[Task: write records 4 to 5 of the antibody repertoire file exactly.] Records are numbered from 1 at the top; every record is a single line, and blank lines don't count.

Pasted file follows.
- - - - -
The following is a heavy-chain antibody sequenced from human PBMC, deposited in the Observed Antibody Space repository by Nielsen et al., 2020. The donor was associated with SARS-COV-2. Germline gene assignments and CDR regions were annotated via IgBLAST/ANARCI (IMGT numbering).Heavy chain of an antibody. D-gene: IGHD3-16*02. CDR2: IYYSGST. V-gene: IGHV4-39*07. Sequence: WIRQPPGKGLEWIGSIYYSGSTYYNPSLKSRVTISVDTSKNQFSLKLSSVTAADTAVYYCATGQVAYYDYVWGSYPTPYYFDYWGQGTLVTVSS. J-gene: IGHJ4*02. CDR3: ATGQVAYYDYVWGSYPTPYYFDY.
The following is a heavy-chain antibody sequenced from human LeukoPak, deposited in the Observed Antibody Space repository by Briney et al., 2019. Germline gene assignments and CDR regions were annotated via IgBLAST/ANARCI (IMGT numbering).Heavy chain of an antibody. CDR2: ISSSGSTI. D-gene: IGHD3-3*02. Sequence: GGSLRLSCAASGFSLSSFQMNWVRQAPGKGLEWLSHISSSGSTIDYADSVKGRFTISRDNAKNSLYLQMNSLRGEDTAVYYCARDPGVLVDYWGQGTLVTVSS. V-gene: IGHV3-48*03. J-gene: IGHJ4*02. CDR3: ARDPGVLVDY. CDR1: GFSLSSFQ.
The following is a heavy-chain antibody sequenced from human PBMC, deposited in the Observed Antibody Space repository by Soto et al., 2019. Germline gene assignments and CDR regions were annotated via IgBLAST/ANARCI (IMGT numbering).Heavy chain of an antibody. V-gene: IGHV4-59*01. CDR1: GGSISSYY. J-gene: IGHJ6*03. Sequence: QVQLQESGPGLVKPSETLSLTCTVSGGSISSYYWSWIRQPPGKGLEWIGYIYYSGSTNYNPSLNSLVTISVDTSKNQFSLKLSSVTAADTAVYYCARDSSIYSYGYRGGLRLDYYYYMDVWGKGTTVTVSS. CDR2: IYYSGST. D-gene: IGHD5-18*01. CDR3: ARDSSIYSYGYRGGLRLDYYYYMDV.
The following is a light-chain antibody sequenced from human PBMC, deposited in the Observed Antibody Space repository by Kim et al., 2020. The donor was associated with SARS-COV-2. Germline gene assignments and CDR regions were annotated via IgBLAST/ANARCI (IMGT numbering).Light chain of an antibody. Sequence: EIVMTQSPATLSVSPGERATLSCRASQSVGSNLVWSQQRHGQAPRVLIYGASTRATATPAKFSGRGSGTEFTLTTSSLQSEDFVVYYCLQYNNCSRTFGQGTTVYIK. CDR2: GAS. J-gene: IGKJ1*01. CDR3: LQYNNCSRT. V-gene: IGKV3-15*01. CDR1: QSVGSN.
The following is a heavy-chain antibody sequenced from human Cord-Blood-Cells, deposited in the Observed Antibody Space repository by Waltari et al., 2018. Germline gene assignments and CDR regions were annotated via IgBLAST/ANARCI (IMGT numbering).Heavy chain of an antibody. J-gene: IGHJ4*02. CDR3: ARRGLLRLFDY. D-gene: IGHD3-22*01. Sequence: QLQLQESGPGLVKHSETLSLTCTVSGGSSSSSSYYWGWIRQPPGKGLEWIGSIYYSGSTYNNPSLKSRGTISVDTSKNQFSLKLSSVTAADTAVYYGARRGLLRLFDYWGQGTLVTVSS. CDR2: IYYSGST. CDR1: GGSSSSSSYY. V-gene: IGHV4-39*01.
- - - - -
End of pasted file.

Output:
The following is a light-chain antibody sequenced from human PBMC, deposited in the Observed Antibody Space repository by Kim et al., 2020. The donor was associated with SARS-COV-2. Germline gene assignments and CDR regions were annotated via IgBLAST/ANARCI (IMGT numbering).Light chain of an antibody. Sequence: EIVMTQSPATLSVSPGERATLSCRASQSVGSNLVWSQQRHGQAPRVLIYGASTRATATPAKFSGRGSGTEFTLTTSSLQSEDFVVYYCLQYNNCSRTFGQGTTVYIK. CDR2: GAS. J-gene: IGKJ1*01. CDR3: LQYNNCSRT. V-gene: IGKV3-15*01. CDR1: QSVGSN.
The following is a heavy-chain antibody sequenced from human Cord-Blood-Cells, deposited in the Observed Antibody Space repository by Waltari et al., 2018. Germline gene assignments and CDR regions were annotated via IgBLAST/ANARCI (IMGT numbering).Heavy chain of an antibody. J-gene: IGHJ4*02. CDR3: ARRGLLRLFDY. D-gene: IGHD3-22*01. Sequence: QLQLQESGPGLVKHSETLSLTCTVSGGSSSSSSYYWGWIRQPPGKGLEWIGSIYYSGSTYNNPSLKSRGTISVDTSKNQFSLKLSSVTAADTAVYYGARRGLLRLFDYWGQGTLVTVSS. CDR2: IYYSGST. CDR1: GGSSSSSSYY. V-gene: IGHV4-39*01.